1. Don and Gill are father and daughter. Gill began relationship with Bob and decided to live together. Don, Gill and Bob together purchased a flat. Don paid 15% of the price money and remaining 85% was paid by Gill and Bob together by securing loan. The title of the flat was conveyed in the name of Don alone.
Gill was not aware of this will. Don died without altering his will to give effect to his promise to inherit his property to his daughter Gill.
3. Gill and Bob were thought of buying other property in their name. But they decided to live in the same flat, which is in the name of Don. When Don promised that Gill would inherit all his property Bob has paid the remaining installments of the loan amount from legacy, which he received after the death of his aunt. He also spent on re-decoration and re-fittings of the flat out of his legacy.
Now three issues arisen out of the facts stated above they are 1. Whether Gill can claim the flat under an implied trust 2. Whether Gill can make a proprietary estoppel claim in respect of Don's promise to leave his property to her, 3. Whether Bob could make any claim regarding the flat if he and Gill separated. These issues can be dealt as following:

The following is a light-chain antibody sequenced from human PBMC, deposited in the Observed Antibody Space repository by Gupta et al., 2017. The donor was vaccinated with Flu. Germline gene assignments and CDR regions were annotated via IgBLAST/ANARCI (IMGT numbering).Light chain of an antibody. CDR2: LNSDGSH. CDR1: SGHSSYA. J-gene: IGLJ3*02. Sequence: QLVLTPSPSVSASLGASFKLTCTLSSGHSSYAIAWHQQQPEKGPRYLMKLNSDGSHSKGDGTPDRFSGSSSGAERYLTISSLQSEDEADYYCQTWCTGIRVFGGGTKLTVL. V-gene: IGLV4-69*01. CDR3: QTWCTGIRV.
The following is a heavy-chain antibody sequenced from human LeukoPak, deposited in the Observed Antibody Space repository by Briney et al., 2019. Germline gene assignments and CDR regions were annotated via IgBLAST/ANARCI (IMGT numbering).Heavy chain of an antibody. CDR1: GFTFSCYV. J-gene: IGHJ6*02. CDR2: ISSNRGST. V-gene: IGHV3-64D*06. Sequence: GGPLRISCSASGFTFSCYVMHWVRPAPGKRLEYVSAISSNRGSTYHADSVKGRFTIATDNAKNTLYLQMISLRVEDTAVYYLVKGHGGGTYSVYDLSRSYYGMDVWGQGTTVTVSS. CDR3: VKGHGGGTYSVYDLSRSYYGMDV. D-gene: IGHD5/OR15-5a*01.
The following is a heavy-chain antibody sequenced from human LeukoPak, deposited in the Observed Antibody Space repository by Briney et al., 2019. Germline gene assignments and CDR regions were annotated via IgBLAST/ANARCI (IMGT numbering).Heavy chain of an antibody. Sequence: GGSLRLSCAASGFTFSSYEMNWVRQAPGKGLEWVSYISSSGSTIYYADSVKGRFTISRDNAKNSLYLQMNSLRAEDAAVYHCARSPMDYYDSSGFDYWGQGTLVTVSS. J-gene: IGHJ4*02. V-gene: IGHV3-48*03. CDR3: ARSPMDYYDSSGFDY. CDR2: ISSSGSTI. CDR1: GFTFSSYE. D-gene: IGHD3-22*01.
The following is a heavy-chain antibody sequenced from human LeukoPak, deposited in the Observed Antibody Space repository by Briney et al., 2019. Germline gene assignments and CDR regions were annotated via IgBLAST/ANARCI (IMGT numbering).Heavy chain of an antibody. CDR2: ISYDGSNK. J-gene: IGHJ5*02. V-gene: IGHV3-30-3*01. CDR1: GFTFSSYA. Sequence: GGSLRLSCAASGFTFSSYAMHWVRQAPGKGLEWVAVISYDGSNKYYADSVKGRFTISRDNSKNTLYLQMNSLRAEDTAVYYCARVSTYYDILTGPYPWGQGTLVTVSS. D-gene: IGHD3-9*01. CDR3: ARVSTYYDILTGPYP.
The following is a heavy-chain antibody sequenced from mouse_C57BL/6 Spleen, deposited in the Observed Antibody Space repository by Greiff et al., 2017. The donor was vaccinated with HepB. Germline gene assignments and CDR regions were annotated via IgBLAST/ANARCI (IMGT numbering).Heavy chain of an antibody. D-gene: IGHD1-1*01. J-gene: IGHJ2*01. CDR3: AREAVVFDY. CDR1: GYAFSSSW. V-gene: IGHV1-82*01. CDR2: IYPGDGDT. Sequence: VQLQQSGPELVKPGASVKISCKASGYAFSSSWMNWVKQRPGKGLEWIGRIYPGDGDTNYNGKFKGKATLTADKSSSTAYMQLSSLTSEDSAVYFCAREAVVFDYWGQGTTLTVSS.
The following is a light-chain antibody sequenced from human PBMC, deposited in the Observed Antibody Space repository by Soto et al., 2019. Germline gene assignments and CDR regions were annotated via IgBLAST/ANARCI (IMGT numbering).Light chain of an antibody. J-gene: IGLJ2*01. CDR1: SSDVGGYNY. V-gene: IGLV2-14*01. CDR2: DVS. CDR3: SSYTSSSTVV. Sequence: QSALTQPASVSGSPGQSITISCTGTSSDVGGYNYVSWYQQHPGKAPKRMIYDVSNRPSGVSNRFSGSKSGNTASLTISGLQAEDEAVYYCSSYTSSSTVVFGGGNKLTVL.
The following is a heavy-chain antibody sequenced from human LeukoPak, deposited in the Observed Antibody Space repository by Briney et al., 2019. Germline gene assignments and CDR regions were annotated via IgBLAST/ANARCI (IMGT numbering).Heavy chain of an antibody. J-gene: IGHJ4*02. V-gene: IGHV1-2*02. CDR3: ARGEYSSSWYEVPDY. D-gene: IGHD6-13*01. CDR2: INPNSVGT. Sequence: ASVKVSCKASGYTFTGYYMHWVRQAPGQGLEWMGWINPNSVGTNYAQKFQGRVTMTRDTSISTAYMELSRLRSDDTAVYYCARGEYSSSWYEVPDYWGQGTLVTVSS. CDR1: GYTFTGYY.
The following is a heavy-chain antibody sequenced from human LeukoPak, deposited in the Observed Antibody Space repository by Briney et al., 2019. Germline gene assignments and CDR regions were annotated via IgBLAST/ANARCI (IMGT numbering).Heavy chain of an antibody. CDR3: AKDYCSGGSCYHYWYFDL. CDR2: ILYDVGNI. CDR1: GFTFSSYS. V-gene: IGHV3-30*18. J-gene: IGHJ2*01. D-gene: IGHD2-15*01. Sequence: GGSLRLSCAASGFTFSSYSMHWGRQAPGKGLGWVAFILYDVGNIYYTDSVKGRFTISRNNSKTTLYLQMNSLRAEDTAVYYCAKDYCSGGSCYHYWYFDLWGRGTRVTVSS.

The remedy to these issues lies in the law of Property. The law provides for rights over property. Those rights are legal and equitable rights. Trust creates equitable rights. Common law recognizes legal rights. Equitable rights are also enforceable in common law but they are enforceable in personam, i.e. they are enforceable against only a particular person i.e. particular trustee. ...